Review: ‘Upload Season 3’

The Digital Afterlife Show Continues Brilliant Satire In Its Third Season

A few years back, showrunner Jeff Daniels (of The Office and Parks and Recreation fame) introduced us to the concept of a “Digital Afterlife” in the comedy-drama show Upload on Amazon Prime. The notion of the idea of uploading your digital consciousness to a cloud-based “virtual afterlife” while science-fictiony, is not too unrealistic nowadays with the advancement of AI. The concept was explored in the Black Mirror episode “Be Right Back,” but with it being Black Mirror it was dark (of course). But with Upload, it was the perfect way to explore how our technology is changing while also making some fun satire taking a swing at our corporate consumerism culture.

Centering on computer programmer Nathan (Robbie Amell) who died in the first season of the show and joined the “Lakeview” digital afterlife, Upload has brilliantly explored various issues concerning consumerism, but also layered in a great story about relationships. Season two of Upload ended with Nathan finally able to “download” into a new cloned body his former materialistic and obsessive girlfriend Ingrid (Allegra Edwards) so that he could go back into the real world to be with his now-girlfriend (and former digital afterlife handler or “angel”) Nora (Andy Allo) and further investigate who murdered him because he was on the verge of creating a “free” digital afterlife.

Because there has never been a successful download into a new body (every time it was attempted, the downloaded person’s head exploded), Nathan and Nora are worried the same may happen to him. But now that he’s back in a new body and in the real world, he gets to explore his relationship with Nora to go beyond digital. However, the powers that be at the Lakeview Digital Afterlife company can’t admit that Nathan is gone, so they simply activate a backup copy of Nathan in the digital world. Now with two Nathans running around (who are essentially the same person with a couple of months of experience removed) Upload also gets to explore the concept of what makes you “you” based on experiences vs biology. Real-world Nathan continues to fight for uploaded people (or “uploads”) while digital Natan wants to continue his relationship with Ingrid (who is still faking that she’s dead in Lakeview and not VR-ing into the digital world).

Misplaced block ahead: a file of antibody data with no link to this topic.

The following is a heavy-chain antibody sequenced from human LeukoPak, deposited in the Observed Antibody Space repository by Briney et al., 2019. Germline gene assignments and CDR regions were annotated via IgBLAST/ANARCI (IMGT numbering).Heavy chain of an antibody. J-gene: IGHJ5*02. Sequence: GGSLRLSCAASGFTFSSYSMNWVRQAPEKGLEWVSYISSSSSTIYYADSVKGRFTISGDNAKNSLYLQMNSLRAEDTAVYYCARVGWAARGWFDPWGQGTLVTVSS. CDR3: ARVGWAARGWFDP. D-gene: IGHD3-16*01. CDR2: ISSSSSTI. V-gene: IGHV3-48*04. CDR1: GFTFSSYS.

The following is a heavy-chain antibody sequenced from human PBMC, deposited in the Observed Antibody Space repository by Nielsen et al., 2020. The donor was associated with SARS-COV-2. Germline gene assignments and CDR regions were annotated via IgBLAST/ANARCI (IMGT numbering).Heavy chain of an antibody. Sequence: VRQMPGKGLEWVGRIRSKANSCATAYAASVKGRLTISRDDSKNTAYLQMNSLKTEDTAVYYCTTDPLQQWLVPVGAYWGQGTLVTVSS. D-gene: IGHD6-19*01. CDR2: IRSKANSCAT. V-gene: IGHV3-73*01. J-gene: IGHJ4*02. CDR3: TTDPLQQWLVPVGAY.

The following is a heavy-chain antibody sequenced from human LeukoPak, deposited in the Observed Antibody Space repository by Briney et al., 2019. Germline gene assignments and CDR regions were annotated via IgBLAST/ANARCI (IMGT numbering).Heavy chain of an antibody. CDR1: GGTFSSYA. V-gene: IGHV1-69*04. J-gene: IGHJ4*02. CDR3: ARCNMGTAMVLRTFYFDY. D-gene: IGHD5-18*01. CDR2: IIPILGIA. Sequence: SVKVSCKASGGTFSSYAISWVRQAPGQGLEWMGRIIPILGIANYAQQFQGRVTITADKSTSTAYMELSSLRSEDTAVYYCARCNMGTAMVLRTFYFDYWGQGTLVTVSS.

In addition to a strange love quadrangle between the real-world and digital Nathans and their perspective girlfriends and them all trying to stick it to the man, Upload also explored other characters from the previous seasons. Aleesha (Zainab Johnson) is moving up the corporate ladder and going from “Angel” to executive and gets to see some of the dark side of middle management. She also continues to develop her friendship with Luke (Kevin Bigley), who is still dead and in Lakeview. Her friendship (and perhaps something more) with Luke as well as her new relationship with ruthless and cutthroat executive Karina (Jeanine Mason) are further explored.

Upload continues its biting satire of this new world that exists with plenty of fun Easter Eggs. While I don’t want to work for “Oscar Myer Intel,” have my Thanksgiving ham 3D printed, or tune in to Kim Kardashian’s Supreme Court hearing on C-SPAN, I wouldn’t mind voting for Steve Kerr to join the US Senate or go to the Shawn Carter (Jay Z) Memorial Hospital. Upload continues to look at our culture and just pushes it a little bit into the fantastical yet possible future in a clever and hilarious way. Upload also has something to say about the haves and have-nots as the digital afterlife is only for those with enough money for it. In fact, Natan was murdered for trying to buck the system, but in the third season of Upload, Nathan and Nora team up with one of Nathan’s former girlfriends to file a class-action suit against the corporation. Nathan also learns the downside of being “undocumented” because even though he downloaded into a cloned body, he doesn’t have any rights as he is dead. He can’t even get a job outside of cleaning up garbage on the street. Speaking of worker’s rights, the corporation is lobbying Congress to allow digital people to work (at a reduced rate) echoing how corporations use prison labor for pennies on the dollar to net even more profits.

With Upload being an Amazon show, they once again poke fun at themselves a little bit. In the middle of the season, there’s a “Discount Day” at the Lakeview Digital afterlife which feels eerily similar to how Amazon runs its annual “Prime Day” sales. While a it’s tongue-in-cheek self-referential comedy about “fake discounts” and excess consumerism, we all know Amazon does this on the regular. You really can’t criticize something you do to reap your profits, and still do it to reap your profits. That being said, I’m sure I’ll be logging in on the next Prime Day like the rest of the planet does!

The cast continues to be great and deliver from the exceptional writing of Upload. Robbie Amel absolutely is no longer a supporting cast actor and he’s successfully anchored three seasons of Upload. The standouts from the third season are Zainab Johnson as Aleesha and Kevin Bigley as Luke. While Luke is the comedic relief with him fanboying for Nathan more than Charles Boyle does for Jake, he also has some serious moments, especially as his friendship with Aleesha continues to grow. The season ends with the conclusion of the class-action suit against the corporation and does it in the most realistic manner that leaves you begging for a third season to happen. Overall Upload is a fun time!

Upload is currently available on Prime Video.